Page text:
Obama could provide tremendous fundraising help and generate unbelieveable amounts of publicity for the eventual Democratic candidate (whether that be Dianne Feinstein or Jerry Brown or one of the second tier prospects who may enter the fray). A Democratic governor is the single best shot California workers have for making significant positive changes in the workers' comp system. Obama could help further solidify Democratic legislative dominance in Sacramento.
3. Labor will have a receptive ear in Washington. This will probably include support for the Employee Free Choice Act, which would strengthen union efforts to organize more workers. It's an act strongly opposed by corporations. But Obama will likely support it to stem the loss of union power, as union membership continues to decline.
4. Efforts to promote stronger health and safety regulations would probably succeed. Under the Bush administration, oil and chemical companies have succeeded in blocking many safety proposals. Many of these proposals can be done via federal regulatory action.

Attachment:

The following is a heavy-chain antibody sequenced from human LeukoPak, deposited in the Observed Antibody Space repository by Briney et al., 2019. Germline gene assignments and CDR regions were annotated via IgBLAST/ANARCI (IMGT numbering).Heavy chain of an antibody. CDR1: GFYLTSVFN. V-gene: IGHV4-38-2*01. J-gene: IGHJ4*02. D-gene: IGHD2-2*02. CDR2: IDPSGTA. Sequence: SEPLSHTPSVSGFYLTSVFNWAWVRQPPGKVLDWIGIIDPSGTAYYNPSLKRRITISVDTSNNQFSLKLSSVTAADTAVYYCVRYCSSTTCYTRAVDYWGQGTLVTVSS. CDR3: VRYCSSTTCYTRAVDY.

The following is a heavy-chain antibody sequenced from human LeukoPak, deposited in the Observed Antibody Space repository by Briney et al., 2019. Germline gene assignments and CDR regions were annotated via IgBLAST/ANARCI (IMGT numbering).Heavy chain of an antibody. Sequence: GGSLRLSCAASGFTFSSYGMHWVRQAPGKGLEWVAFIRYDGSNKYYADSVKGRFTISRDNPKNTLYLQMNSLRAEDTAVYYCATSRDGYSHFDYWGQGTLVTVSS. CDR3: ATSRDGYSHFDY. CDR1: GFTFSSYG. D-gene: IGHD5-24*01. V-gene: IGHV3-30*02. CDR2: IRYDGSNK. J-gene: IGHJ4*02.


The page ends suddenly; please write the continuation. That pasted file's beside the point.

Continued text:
5. There will be a focus on putting together a package that addresses job creation. Without jobs, there will be no work and no workers' comp.
6. An Obama administration will attempt to set a general theme of fairness for the middle class. In a country where many feel their interests are dominated by big corporations and wealthy executives, Obama will attempt to set a main street tone. This may make it easier for advocates of disabled workers, who note that in California workers' comp insurance profits have sometimes outstripped medical and indemnity benefits paid to workers. Excess will be out, fairness will be in. But whether this can be translated into real comp reform at the state level is quite dodgy.
After that, the picture gets murkier.
With budget deficits soaring and tax receipts plunging, action on "change" that requires money will be difficult. The cupboard is bare, and the demands on government are great.
Obama is actually something of an enigma. Would he lead cautiously, proposing incremental change as suggested by "Blue Dog" Democrats?